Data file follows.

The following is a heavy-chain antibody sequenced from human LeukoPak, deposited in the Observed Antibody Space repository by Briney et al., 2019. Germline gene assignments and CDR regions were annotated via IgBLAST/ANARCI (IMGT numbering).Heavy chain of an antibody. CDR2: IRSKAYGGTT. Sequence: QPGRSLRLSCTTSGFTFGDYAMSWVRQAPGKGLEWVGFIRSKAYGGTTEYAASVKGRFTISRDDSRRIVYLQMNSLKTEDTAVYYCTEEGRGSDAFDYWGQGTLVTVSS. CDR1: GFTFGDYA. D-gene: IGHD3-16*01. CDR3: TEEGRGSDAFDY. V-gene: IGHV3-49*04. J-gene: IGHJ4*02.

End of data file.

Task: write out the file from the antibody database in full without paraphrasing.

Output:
The following is a heavy-chain antibody sequenced from human LeukoPak, deposited in the Observed Antibody Space repository by Briney et al., 2019. Germline gene assignments and CDR regions were annotated via IgBLAST/ANARCI (IMGT numbering).Heavy chain of an antibody. CDR2: IRSKAYGGTT. Sequence: QPGRSLRLSCTTSGFTFGDYAMSWVRQAPGKGLEWVGFIRSKAYGGTTEYAASVKGRFTISRDDSRRIVYLQMNSLKTEDTAVYYCTEEGRGSDAFDYWGQGTLVTVSS. CDR1: GFTFGDYA. D-gene: IGHD3-16*01. CDR3: TEEGRGSDAFDY. V-gene: IGHV3-49*04. J-gene: IGHJ4*02.